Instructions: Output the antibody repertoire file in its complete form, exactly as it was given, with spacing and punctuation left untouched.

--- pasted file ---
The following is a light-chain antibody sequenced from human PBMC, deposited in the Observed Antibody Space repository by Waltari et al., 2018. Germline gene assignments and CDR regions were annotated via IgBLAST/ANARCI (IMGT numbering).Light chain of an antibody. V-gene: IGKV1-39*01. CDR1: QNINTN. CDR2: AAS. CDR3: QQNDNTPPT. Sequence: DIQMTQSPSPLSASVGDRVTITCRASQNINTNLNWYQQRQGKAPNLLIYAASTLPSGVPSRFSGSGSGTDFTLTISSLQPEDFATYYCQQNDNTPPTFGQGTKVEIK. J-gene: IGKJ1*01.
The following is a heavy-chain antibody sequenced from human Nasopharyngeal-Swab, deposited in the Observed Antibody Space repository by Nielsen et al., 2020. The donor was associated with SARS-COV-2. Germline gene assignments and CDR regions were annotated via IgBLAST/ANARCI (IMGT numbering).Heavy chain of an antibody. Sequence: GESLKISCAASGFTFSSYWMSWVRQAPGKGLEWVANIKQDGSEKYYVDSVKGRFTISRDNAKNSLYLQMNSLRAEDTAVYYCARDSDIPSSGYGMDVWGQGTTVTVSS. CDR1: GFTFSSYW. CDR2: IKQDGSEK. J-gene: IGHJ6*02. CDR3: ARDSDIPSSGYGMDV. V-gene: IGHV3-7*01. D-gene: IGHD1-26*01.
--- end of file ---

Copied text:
The following is a light-chain antibody sequenced from human PBMC, deposited in the Observed Antibody Space repository by Waltari et al., 2018. Germline gene assignments and CDR regions were annotated via IgBLAST/ANARCI (IMGT numbering).Light chain of an antibody. V-gene: IGKV1-39*01. CDR1: QNINTN. CDR2: AAS. CDR3: QQNDNTPPT. Sequence: DIQMTQSPSPLSASVGDRVTITCRASQNINTNLNWYQQRQGKAPNLLIYAASTLPSGVPSRFSGSGSGTDFTLTISSLQPEDFATYYCQQNDNTPPTFGQGTKVEIK. J-gene: IGKJ1*01.
The following is a heavy-chain antibody sequenced from human Nasopharyngeal-Swab, deposited in the Observed Antibody Space repository by Nielsen et al., 2020. The donor was associated with SARS-COV-2. Germline gene assignments and CDR regions were annotated via IgBLAST/ANARCI (IMGT numbering).Heavy chain of an antibody. Sequence: GESLKISCAASGFTFSSYWMSWVRQAPGKGLEWVANIKQDGSEKYYVDSVKGRFTISRDNAKNSLYLQMNSLRAEDTAVYYCARDSDIPSSGYGMDVWGQGTTVTVSS. CDR1: GFTFSSYW. CDR2: IKQDGSEK. J-gene: IGHJ6*02. CDR3: ARDSDIPSSGYGMDV. V-gene: IGHV3-7*01. D-gene: IGHD1-26*01.